• Cancer Vaccines: Similarly, BIIR researchers are testing a promising approach to treating cancer by using altered dendritic cells from the body's own immune system to attack cancerous cells. Grants received this year will help BIIR investigators continue their research of this technique which is currently being studied for the treatment of melanoma, breast cancer, and lymphoma.
  • Immunology in pregnant women: As the H1N1 influenza virus has so devastatingly demonstrated, pregnancy can affect the immune system and render pregnant women more susceptible to illness. With funding received this year, BIIR researchers are examining how the immune system changes during pregnancy to hopefully gauge how pregnant women will respond to disease and infection.

"The world-class investigators at BIIR are getting strong peer recognition for their scientific discoveries with this very significant grant support," adds Dr. Ramsay. "The community has also been very generous with philanthropic support which is essential to seed research projects and fill in much needed funds when expenses exceed the grants."

"These awards are due to the extraordinary efforts of our physicians, scientists, researchers and staff," says Jacques Banchereau, PhD, director of BIIR. He says that a history of successful research, along with a consistent ability to translate results into real-world applications, gives BIIR an edge. "These grants are crucial to continuing research, given the expense of studies in human health care. As it is at academic institutions, considerable external funding is required to progress," explains Dr. Banchereau.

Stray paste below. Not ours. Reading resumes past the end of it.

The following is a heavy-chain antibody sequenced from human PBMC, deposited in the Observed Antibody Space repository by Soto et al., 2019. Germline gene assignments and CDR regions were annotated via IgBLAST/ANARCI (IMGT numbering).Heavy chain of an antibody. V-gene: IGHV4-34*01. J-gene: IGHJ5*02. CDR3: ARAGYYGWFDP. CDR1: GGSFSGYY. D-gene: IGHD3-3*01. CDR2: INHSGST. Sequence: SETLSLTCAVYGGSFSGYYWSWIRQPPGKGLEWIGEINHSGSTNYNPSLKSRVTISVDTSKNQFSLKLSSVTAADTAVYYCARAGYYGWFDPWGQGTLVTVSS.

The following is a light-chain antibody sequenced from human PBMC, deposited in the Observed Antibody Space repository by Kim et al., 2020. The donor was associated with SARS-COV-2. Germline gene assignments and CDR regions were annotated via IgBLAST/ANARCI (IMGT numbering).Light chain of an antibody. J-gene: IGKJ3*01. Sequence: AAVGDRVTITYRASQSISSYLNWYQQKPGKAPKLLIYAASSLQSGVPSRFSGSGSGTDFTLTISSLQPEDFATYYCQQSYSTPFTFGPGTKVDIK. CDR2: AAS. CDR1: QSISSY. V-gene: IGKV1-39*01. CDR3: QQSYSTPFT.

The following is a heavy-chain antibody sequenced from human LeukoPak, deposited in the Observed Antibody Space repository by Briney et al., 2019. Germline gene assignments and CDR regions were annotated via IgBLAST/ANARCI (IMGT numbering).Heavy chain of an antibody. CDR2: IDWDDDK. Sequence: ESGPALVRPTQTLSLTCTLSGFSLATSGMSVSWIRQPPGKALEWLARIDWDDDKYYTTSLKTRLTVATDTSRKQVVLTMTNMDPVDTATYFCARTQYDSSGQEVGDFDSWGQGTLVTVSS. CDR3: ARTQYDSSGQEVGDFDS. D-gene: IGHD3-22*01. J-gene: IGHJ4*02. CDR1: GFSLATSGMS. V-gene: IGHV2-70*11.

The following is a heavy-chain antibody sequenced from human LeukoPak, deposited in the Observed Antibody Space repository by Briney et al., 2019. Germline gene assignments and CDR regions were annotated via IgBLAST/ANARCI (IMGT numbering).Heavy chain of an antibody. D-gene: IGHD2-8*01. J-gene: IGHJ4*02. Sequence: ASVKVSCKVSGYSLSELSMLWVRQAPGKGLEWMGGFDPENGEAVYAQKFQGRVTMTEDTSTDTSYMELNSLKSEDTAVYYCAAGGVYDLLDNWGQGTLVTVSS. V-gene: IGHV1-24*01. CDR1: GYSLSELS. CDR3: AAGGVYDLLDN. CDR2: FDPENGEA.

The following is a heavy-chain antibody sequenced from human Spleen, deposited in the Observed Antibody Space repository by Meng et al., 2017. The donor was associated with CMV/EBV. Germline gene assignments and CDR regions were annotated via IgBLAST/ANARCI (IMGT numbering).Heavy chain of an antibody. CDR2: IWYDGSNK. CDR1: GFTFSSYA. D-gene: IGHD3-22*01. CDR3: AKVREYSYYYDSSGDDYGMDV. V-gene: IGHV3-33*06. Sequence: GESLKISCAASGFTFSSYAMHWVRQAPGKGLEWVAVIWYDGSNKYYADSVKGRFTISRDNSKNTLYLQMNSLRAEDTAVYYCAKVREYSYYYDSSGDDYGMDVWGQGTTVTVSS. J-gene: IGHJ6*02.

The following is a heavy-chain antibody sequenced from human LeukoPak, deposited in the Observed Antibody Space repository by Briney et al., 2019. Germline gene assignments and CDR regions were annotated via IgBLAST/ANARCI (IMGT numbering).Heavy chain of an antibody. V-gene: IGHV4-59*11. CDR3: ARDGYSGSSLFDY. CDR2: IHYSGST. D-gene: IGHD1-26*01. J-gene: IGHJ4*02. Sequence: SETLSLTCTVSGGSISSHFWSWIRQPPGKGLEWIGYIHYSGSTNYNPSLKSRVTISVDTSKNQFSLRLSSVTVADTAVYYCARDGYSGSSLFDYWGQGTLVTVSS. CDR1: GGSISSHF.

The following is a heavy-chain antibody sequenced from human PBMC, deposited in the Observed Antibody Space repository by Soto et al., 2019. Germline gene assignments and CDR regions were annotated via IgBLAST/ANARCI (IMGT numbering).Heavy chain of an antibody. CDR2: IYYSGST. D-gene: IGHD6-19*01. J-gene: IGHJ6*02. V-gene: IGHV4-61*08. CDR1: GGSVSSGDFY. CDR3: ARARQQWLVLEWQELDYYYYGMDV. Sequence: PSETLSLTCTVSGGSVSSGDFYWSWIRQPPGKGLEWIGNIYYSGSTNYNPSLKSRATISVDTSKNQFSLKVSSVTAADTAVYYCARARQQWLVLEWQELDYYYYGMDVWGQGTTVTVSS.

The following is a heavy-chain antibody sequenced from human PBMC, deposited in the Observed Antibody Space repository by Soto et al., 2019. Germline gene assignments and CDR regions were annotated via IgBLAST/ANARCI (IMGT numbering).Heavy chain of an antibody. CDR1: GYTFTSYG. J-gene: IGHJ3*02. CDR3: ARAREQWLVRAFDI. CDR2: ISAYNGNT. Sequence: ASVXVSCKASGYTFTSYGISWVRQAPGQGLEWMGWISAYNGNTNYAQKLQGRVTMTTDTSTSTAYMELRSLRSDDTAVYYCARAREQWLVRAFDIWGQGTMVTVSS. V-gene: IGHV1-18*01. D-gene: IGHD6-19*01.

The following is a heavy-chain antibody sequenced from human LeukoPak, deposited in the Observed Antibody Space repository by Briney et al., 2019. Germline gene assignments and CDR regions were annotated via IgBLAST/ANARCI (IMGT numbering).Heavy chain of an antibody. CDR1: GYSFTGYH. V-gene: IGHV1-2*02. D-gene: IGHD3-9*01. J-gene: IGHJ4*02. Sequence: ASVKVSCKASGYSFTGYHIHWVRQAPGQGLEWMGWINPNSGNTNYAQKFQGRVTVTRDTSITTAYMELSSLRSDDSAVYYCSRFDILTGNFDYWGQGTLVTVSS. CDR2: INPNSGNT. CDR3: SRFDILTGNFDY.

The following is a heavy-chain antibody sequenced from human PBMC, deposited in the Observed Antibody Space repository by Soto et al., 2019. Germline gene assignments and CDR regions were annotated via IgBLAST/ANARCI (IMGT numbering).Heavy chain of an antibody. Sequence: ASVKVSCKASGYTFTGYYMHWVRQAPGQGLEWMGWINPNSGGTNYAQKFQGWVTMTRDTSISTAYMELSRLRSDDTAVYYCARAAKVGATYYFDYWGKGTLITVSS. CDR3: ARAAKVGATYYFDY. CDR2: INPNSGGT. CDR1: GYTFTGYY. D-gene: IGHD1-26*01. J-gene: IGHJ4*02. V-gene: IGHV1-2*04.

Dr. Ramsay adds that critical funding for the institute comes from other sources as well, including support from Baylor Health Care System, from commercial and industry partners and from generous philanthropic giving from the local community. "It's thanks to this additional support that BIIR can bring the latest advances to patients in a timely manner."

Dr. Ramsay is also hopeful that 2010 will continue the critical trend of sufficient funding for BIIR's industry-leading medical research. He notes that BIIR scientists have applied for numerous grants which are still pending.

About Baylor Research Institute

Baylor Research Institute (BRI) is a leading research center focused on bringing clinical research findings from the laboratory and making them accessible to patient populations of all types. This concept of "bench-to-bedside" makes the patient the top priority as BRI works to understand the origin of a disease, identify potential treatments or preventative therapies and enroll patients in research trials. With more than 900 active research projects by 300 investigators in 20 medical specialties, the institute is nationally and internationally recognized for developing therapies that advance the care and well-being of our community through basic science, translational research, continuity across therapeutic areas and clinical trials.

As part of Dallas-based Baylor Health Care System, and supported by leading clinicians and world-class scientists, BRI specializes in several key areas including: immunology and its clinical indications (such as cancer), autoimmune diseases, rheumatology, and dermatology as well as transplantation, metabolic diseases, cardiovascular disease, infectious diseases and oncology. Research in these areas is bringing the latest discoveries from the laboratory to the patient populations across the country and around the world.

For more information on BRI, please visit www.BaylorHealth.edu/Research/.

SOURCE Baylor Research Institute



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http://www.BaylorHealth.edu/Research/